The cute monsters serve a crucial function. They invite us to confront what’s coming, to accept techniques for reshaping reality in ways that, from our current perspective, often seem uncanny or horrific. It is not surprising that popular representations of technological advance have been dominated by a nightmarish iconography: the humanoid robot advertised as a cure for loneliness, the mouse growing an artificial human ear from its back, the “CRISPR babies” created by a Chinese scientist.
But our growing powers demand more sophisticated debates. Only after the public has warmed to the tools of synthetic biology and land regeneration, enticed by cruelty-free meat and flood-resilient coastlines and Covid immunity, will we be prepared to undertake uncomfortable conversations over hybrid species, bespoke fetuses and the removal of communities from the shores of rising seas. As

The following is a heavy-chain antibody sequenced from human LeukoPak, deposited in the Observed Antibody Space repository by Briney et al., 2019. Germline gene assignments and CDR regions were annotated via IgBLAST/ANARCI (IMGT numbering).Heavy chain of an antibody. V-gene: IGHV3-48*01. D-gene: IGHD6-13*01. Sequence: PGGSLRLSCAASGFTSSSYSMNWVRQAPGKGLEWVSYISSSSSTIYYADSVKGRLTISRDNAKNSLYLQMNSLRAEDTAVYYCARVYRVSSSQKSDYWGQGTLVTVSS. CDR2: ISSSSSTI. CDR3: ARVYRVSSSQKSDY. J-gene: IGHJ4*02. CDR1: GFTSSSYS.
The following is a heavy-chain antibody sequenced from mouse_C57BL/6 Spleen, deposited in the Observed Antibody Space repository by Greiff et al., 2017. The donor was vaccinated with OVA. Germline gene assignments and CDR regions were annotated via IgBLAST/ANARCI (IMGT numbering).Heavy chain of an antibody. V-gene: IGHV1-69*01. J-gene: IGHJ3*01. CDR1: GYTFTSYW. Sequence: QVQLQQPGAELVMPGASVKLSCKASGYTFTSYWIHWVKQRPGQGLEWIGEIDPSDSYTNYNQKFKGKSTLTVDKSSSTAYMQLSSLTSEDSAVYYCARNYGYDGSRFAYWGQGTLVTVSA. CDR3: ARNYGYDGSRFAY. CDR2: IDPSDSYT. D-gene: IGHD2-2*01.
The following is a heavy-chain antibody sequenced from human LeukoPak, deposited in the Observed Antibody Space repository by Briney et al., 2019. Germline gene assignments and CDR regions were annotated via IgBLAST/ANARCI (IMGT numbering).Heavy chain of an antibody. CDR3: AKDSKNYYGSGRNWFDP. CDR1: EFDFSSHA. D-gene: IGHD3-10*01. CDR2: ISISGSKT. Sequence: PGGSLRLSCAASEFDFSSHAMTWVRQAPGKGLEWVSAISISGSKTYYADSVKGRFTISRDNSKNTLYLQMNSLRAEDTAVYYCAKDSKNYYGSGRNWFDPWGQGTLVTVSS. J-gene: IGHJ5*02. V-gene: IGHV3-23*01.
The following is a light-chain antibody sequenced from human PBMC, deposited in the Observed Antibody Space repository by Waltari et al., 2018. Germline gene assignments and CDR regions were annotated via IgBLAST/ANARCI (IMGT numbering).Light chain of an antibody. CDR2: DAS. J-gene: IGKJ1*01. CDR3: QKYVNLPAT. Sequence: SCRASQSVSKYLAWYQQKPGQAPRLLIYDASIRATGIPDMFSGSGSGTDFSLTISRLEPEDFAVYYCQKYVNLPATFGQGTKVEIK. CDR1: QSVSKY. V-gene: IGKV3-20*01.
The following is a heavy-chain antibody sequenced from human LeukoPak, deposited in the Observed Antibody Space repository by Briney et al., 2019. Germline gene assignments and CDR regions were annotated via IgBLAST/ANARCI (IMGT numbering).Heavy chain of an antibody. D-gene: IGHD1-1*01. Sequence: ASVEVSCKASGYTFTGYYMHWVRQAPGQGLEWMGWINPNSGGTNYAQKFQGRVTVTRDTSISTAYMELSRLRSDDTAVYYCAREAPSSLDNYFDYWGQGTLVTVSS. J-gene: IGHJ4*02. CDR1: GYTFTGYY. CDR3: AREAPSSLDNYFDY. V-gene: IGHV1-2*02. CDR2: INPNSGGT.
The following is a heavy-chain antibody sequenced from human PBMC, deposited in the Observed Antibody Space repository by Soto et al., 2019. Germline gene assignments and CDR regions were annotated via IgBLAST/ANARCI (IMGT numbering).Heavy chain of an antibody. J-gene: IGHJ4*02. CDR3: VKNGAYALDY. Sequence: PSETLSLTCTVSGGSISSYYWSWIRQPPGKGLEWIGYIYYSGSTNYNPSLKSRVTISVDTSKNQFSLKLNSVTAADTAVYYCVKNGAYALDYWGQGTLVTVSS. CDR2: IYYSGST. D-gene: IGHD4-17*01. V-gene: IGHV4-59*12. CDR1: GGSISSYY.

a pioneer of supercomputers and a Revive & Restore board member, told me, “Using the tool to re-create old things is a much more comfortable way to get engaged with the power of the tool.”
The question is not whether to interfere in natural processes—we sped past that fork in the road centuries ago. The question is what rules should guide us as we deploy new, unproven forms of intervention, and the unintended consequences that will follow. A doctrine of “do no harm,” while necessary, is insufficient.
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We can begin by trying to understand what, exactly, we want these new technologies to revive and restore. Here again, conservation offers a way forward.